The little Robin never came back. There are still lots of Robins about and sometimes I look out of my door and shout, “Come on! One of you must be Christopher.” No, he has gone.

But all of that fades into absolute insignificance because when I opened my door yesterday I heard a song that filled my heart.

Barn SwallowNow I know what they say, that “One Swallow does not a summer make,”  but that is rubbish, it is summertime now 🙂

There is something that I have got to do this year. Swallows pair up for life, each autumn when they leave they separate and then in the early summer when they return they reunite. It is something to witness and I have got to video it this year. They are so excited to be reunited, like little puppies and it doesn’t last for that long but for a little while there is a great video waiting to be made.

Barn SwallowI am going to love hearing their song again.

The little Mud Eaters beat the Swallows back by several days.

House MartinI didn’t really do the House Martins justice last year, they don’t nest outside of my front door like the Swallows but I will try harder this time around. I love their little feathered feet.

I like a little heat.

SelfieWildflowers then, there is so much going on that I don’t know where to start.

Walking along the country paths it just looks like a mess of green…

MessUnless you know it.

Cow ParsleyThis little leaf is the Cow Parsley and in a few weeks it will be painting the most beautiful pictures.

Cow ParsleyThat reminds me of another April challenge. The St. Mark’s Fly.

St Mark's FlySo called because the adult flies emerge around April the twenty fifth (St. Mark’s Day), these are the ones with long dangly legs that trail behind them when they fly.

St Mark's FlyThe challenge is to photograph the female, I just could not find one last year. They only live for a couple of weeks and the window of opportunity is a small one.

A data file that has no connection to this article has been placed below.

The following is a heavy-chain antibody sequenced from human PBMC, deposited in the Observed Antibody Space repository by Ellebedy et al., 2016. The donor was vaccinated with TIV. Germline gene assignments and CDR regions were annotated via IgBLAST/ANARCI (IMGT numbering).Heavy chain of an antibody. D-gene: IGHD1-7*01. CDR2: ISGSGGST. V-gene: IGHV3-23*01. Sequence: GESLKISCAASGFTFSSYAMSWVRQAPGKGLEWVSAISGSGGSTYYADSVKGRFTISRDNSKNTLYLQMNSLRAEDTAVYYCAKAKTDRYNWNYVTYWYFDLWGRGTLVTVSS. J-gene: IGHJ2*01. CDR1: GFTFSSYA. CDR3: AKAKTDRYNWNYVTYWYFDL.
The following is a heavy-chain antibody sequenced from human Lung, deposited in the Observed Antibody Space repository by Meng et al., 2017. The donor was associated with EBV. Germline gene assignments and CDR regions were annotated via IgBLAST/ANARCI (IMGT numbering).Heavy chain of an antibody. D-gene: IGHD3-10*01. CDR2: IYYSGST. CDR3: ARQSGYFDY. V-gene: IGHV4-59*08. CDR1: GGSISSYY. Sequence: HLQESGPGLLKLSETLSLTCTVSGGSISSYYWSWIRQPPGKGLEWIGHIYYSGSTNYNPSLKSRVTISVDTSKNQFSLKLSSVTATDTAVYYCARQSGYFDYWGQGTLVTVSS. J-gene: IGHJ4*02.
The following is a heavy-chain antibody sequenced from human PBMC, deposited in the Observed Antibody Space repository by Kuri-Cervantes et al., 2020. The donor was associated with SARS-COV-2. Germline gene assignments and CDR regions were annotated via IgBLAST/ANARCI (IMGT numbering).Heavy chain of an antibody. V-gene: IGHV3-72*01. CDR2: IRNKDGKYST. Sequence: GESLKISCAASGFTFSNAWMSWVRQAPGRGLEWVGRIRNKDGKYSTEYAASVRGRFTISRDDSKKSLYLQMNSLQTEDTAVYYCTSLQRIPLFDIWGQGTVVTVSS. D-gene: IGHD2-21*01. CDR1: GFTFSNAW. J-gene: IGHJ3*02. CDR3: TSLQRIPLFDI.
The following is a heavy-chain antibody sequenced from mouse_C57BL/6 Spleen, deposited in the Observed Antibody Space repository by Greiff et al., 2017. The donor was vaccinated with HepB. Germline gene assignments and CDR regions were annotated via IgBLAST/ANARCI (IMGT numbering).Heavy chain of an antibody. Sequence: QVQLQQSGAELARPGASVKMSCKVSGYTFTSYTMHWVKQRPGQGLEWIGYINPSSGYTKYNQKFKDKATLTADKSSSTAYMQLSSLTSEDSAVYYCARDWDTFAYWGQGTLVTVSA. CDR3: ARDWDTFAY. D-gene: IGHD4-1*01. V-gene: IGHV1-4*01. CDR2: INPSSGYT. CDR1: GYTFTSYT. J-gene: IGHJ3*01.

But back to the present, this leaf is the Hogweed.

HogweedForget any misconceptions that the name might suggest, this one is a very beautiful flower.

HogweedAlso the large, saucer like, flower heads are an absolute magnet for insects. I am finding my first flowers now and it will be here until the very end of Autumn.

I have got to leave the wildflowers for a bit because I have got to take Fizz for a walk, I will come back to them. While we are out I am going to upload some wild animal videos for you to watch.


These are female Fallow Deer (Dama dama) They are just losing their winter coats and so they look a little bit tatty but they are healthy animals.


This week the trail camera returned 180 videos over two days and nights. 136 of those were of my little friend the Fox but I also got 44 clips of the deer in the daytime, a nice return.

This is the same spot that I videoed the Boar in last week and it is proving to be a good place to set the camera. As well as the Deer, Fox and Boar I have been getting clips of Badgers, nothing exceptional but it is good to know that they are there. I feel happier if I can say that I am putting the camera out to film Deer, they are hunted just the same as the Boar but there isn’t the same hysteria and people are much more likely to go into the forest to look for Deer.

This location is not in the Forest of Dean, it is woodland some way outside of the forest boundaries and the Boar here are the animals that the Forestry Commission have been kind enough to drive out of the forest as they attempt to disperse them across the whole county, or country even.


A few other things that are good about this location, apart from the fact that it is rich in wild life, It is an unmanaged Sweet Chestnut coppice, I wouldn’t normally like that because there is very little else that grows in such a coppice but it does give me quite good views of the animals. This is also a Bluebell wood and that will make a nice backdrop and nobody comes here. I have filmed a lot here and have never picked up Dog walkers or anybody at all, that makes me feel quite safe about leaving the camera out. I will continue to film here for a few more weeks.